Can a horse be sold under a "no sale" contract?
I need some detailed legal advice. As I'm planning to sell a horse we bought a few years ago. The girl we bought her from wrote up a short "contract agreement" notarized stating "the horse was bought by us and that under any circumstances that the horse will go back to her if we decided to re-home or sell it. No price was ever listed on the agreement and when we told her we're planning to sell the horse. She thinks we are to just give the horse back to her free. And she also stated that at the present time she can't take the horse but was quick to remind that we are under a "no sale" contract and are to wait on her to be available to take the horse back without giving us a penny.
- Sunday CroneLv 71 day ago
The "contract" you mentioned is ambiguous and does not state specifically what is to be done, If you did not sign it in agreement to returning the horse to her, you should be able to sell it, BUT I would talk to an attorney.
- zephania666Lv 71 month ago
The contract, as you report it, did not state whether the horse was to be sold back or given back. It's ambiguous.
When there is an ambiguity in the contract, the person who wrote the contract loses.
That means you would win if you sold the horse and were sued.
I would get a free consultation from a lawyer. Most lawyers give you one, and only charge if you ask them to take the case. He'll probably advise you well. He might suggest sending them a written letter by registered mail, keeping a copy and the receipt, that says she has two weeks to pay for the horse or you'll sell it elsewhere.
This is NOT a "first right of refusal" contract. That would be spelled out clearly, so I wouldn't listen to advice calling it that, unless it is from the lawyer I suggested.
- kittaLv 51 month ago
The previous owner can retain first right of refusal to repurchase the horse, should you decide to sell it. People do that all the time... however... the previous owner cannot have it "both ways." She cannot refuse to repurchase the horse from you when you offered, and then expect to keep you dangling indefinitely....preventing you from selling the horse to someone else.
She no longer owns the horse: you are the legal owner, totally.She has "refused" the chance to re-purchase the horse: therefore, you may now sell the horse....to someone else. You are free from the agreement. You have no obligation to her.
- Anonymous1 month ago
Yes you "can" sell the horse. The question is whether you would be found to be in violation of the contract or not.
In most instances, these types of contracts do not hold up in court. Why? Because by law, animals are considered property. By selling one's property one relinquishes all rights to and responsibility for the property. Once the property ownership has been fully transferred, the prior owner has no say in anything and the property is yours to do with as you think best.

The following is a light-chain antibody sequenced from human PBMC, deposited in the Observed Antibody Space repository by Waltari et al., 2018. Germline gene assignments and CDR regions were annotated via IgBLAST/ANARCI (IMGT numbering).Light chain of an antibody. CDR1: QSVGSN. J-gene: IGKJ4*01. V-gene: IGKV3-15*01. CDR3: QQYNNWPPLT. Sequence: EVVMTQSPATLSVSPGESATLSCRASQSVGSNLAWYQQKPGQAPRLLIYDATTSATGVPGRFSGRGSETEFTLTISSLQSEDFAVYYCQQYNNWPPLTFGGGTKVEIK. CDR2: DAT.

If one wants an ongoing say in what happens to their horse, they shouldn't sell it. Leasing may be an option.
Let's say you sell the horse and you are sued. What damages are they going to ask for? They were paid for the horse in full when you bought it and they refused to take it when you offered it for sale.
This lady is on another planet.
- How do you think about the answers? You can sign in to vote the answer.
- OcimomLv 72 months ago
You agreed to and signed the contract. Therefore you cannot sell the horse unless she gives you permission. She can take you to court if you do it and you will lose.
- partly cloudyLv 72 months ago
she had first right of refusal and she choose to refuse. I would let her know that the horse is now available at the same price you purchsed it for and give her 2 weeks to respond, letting her know that if she chooses to refuse you will move forward selling the horse to a suitable buyer.
- *****Lv 72 months ago
For detailed legal advice, you need to consult a local attorney. Contract law does vary by location.
- EvaLv 72 months ago
You do need to take the paperwork to an attorney. My opinion is that because there is no price listed, it's not valid. It would be viewed more as a "right to first refusal" contract. You've offered to sell the horse back to her and she's refused. Once she's refused to take the horse back, you aren't obligated to keep it for her until she makes up her mind. You may have to obtain a court order to allow you to legally sell the horse. Document any discussions or communications you have with her. In the future, don't ever sign a contract (especially one that vague) without having it reviewed by an attorney. There are such things as unenforceable contracts.
- Nekkid Truth!Lv 72 months ago
Get a lawyer. I would think that if she is unable to take the horse when you are needing to rehome it, then she is essentially forfeiting her rights to have first refusal.
It is unreasonable to expect you to retain the horse for some indefinite amount of time... Not unless she wants to pay you a boarding fee for keeping the horse.